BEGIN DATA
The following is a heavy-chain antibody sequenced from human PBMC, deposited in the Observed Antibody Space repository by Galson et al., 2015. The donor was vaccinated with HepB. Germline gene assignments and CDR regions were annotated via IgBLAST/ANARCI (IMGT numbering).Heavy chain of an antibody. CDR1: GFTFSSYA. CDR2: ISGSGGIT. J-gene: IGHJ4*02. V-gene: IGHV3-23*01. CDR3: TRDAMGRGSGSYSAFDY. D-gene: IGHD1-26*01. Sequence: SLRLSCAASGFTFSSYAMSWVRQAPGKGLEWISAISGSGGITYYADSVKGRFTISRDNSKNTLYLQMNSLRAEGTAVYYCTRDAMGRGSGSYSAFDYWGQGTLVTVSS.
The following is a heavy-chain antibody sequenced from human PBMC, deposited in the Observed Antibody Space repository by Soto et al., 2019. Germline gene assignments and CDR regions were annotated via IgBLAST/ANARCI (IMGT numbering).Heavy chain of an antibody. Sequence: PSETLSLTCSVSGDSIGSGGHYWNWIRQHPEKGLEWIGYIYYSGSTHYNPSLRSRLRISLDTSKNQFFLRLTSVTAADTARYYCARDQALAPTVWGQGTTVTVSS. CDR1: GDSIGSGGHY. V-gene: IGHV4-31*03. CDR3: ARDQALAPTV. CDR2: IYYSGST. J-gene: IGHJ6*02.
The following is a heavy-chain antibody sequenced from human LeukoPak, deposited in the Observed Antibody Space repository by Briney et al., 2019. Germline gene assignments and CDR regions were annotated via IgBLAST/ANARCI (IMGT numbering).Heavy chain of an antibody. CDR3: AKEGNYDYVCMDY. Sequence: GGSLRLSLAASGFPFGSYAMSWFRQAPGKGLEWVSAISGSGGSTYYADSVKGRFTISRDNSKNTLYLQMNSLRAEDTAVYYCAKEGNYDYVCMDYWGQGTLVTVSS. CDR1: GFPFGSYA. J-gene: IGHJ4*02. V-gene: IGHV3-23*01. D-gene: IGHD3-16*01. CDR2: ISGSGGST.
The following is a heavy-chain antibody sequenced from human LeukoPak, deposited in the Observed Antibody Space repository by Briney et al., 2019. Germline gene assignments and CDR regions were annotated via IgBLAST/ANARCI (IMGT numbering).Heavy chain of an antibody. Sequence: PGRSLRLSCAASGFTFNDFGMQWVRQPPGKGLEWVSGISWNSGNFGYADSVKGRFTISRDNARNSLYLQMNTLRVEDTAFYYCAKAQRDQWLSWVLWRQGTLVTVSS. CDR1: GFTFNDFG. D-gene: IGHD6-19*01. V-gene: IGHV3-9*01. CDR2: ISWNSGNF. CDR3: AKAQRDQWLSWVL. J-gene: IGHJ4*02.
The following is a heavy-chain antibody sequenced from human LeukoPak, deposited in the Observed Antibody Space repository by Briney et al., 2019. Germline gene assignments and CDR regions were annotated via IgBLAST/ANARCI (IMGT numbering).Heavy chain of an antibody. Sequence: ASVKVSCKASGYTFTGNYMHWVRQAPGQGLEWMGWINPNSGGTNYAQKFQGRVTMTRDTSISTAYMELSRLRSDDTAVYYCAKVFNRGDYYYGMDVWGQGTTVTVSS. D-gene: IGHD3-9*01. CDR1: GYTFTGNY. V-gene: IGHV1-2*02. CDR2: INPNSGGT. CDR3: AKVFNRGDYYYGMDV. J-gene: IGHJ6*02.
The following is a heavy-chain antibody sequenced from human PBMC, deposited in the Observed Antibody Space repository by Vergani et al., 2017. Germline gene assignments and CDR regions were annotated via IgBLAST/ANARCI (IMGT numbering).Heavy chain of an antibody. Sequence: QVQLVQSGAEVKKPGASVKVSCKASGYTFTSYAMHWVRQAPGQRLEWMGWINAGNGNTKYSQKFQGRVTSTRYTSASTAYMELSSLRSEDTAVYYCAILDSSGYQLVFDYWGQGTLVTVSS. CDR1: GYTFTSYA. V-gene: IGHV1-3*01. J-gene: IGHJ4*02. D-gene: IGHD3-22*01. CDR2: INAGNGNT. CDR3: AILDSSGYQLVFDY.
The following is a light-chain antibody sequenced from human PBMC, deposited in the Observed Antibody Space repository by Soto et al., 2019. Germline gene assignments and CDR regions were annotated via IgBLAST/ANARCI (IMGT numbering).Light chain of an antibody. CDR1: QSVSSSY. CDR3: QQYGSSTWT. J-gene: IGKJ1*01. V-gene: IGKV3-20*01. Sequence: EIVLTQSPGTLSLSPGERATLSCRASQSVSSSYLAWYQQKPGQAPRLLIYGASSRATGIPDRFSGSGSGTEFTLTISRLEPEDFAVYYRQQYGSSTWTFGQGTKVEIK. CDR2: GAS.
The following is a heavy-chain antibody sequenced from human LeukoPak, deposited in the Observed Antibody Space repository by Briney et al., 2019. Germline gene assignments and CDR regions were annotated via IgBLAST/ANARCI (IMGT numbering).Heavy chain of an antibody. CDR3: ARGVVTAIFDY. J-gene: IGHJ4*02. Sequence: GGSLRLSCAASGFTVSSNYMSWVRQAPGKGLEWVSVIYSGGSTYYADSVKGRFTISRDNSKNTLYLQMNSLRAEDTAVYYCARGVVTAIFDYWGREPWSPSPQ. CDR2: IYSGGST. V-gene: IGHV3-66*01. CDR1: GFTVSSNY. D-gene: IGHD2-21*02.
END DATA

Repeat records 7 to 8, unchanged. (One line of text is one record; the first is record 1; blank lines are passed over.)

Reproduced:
The following is a light-chain antibody sequenced from human PBMC, deposited in the Observed Antibody Space repository by Soto et al., 2019. Germline gene assignments and CDR regions were annotated via IgBLAST/ANARCI (IMGT numbering).Light chain of an antibody. CDR1: QSVSSSY. CDR3: QQYGSSTWT. J-gene: IGKJ1*01. V-gene: IGKV3-20*01. Sequence: EIVLTQSPGTLSLSPGERATLSCRASQSVSSSYLAWYQQKPGQAPRLLIYGASSRATGIPDRFSGSGSGTEFTLTISRLEPEDFAVYYRQQYGSSTWTFGQGTKVEIK. CDR2: GAS.
The following is a heavy-chain antibody sequenced from human LeukoPak, deposited in the Observed Antibody Space repository by Briney et al., 2019. Germline gene assignments and CDR regions were annotated via IgBLAST/ANARCI (IMGT numbering).Heavy chain of an antibody. CDR3: ARGVVTAIFDY. J-gene: IGHJ4*02. Sequence: GGSLRLSCAASGFTVSSNYMSWVRQAPGKGLEWVSVIYSGGSTYYADSVKGRFTISRDNSKNTLYLQMNSLRAEDTAVYYCARGVVTAIFDYWGREPWSPSPQ. CDR2: IYSGGST. V-gene: IGHV3-66*01. CDR1: GFTVSSNY. D-gene: IGHD2-21*02.